Khoya, when added to savoury dishes such as a paneer or vegetable gravy dish, or as an addition to koftas or patties, lends a rich flavour and texture that makes it fit for a festive spread.

Khoya Matar Alu Patties

Makes 8
Addition of khoya gives these patties a rich flavour and a festive touch.

2 medium-sized boiled potatoes
Half cup frozen green peas
100g grated khoya
2 tsp green chilli-ginger paste
1 tsp cumin powder
1 tsp salt
2 tbsp fried gram (dalia/pottukadalai), powdered
2 tbsp raisins, chopped
2 tbsp chopped cashew nuts
Ghee to fry the patties

Peel and grate the boiled potatoes. Take frozen green peas in a saucepan and cover with water. Simmer for two-three minutes. Drain thoroughly. Transfer to a mixer jar and blend to a coarse purée.

Combine the grated potatoes, puréed peas and grated khoya in a bowl. Add the green chilli-ginger paste, cumin powder, salt and fried gram powder. Three-four tablespoons of breadcrumbs can also be used instead of the fried gram powder. Combine everything to form a dough. Divide into eight portions.

In a small bowl, combine the chopped raisins and cashews.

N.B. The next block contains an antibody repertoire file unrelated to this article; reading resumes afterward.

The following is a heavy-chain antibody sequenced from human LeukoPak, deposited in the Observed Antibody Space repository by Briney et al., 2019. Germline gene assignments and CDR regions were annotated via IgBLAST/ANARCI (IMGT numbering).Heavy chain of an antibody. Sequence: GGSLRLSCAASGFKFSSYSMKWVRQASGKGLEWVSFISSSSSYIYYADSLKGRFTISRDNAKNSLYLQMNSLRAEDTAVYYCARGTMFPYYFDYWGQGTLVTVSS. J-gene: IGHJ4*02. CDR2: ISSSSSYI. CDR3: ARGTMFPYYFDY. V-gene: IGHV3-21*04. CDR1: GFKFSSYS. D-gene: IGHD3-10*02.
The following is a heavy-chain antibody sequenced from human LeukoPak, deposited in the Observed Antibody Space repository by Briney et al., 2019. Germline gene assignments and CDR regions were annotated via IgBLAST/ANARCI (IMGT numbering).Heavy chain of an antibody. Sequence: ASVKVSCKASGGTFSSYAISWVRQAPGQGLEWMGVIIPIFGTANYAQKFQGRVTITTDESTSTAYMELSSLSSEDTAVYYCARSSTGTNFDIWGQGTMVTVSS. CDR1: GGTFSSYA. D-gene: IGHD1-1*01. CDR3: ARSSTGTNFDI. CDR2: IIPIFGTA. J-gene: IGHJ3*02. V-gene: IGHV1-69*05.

Shape each portion of dough into a cup. Place half a teaspoon of the raisin-cashew mix in the cup and bring the edges together to close the patties. Smoothen out the surfaces to finish shaping the patties. Repeat the process for the remaining dough.

The patties can be prepared up to this point, placed on a tray and refrigerated until later.

Heat 1-2 tbsp of ghee on a tava, or griddle. Place the patties on the moderately hot tava and cook each side for around four minutes on a low flame until golden and crisp.

Serve hot with green chutney.

Khoya Coconut Barfi

Makes 12 pieces
Half tsp ghee
A pinch of saffron
2 tsp warm milk
100g grated khoya
2 tbsp sugar
100g desiccated coconut
A pinch of turmeric powder (optional)


Grease a small (four-five inches) tray or deep dish with a few drops of ghee and keep aside.

In a small cup, mix the saffron and the warm milk and let it sit for 5-10 minutes.

In a heavy pan, sauté the khoya for three-four minutes until it melts and is well roasted. To this, add the sugar and turmeric powder (if using) and continue stirring for another two minutes until the sugar melts and combines with the khoya. Add the desiccated coconut and saffron-milk to this mixture and combine well.

Transfer the mixture to the greased tray and smoothen the surface using a silicone spatula or the bottom of a katori. Score and cut into squares and remove gently from the tray. Keep refrigerated.

Notes: Add a few spoons of milk while stirring if the mixture seems too dry.

The mixture can also be rolled into small laddoos.

Double Tested is a fortnightly column on vegetarian cooking, highlighting a single ingredient prepared two ways. Nandita Iyer’s latest book, The Great Indian Thali—Seasonal Vegetarian Wholesomeness (Roli Books), is available for pre-order now. @saffrontrail on Twitter and Instagram. 

Also read | Learn the science of flours and fats for crispy Diwali snacks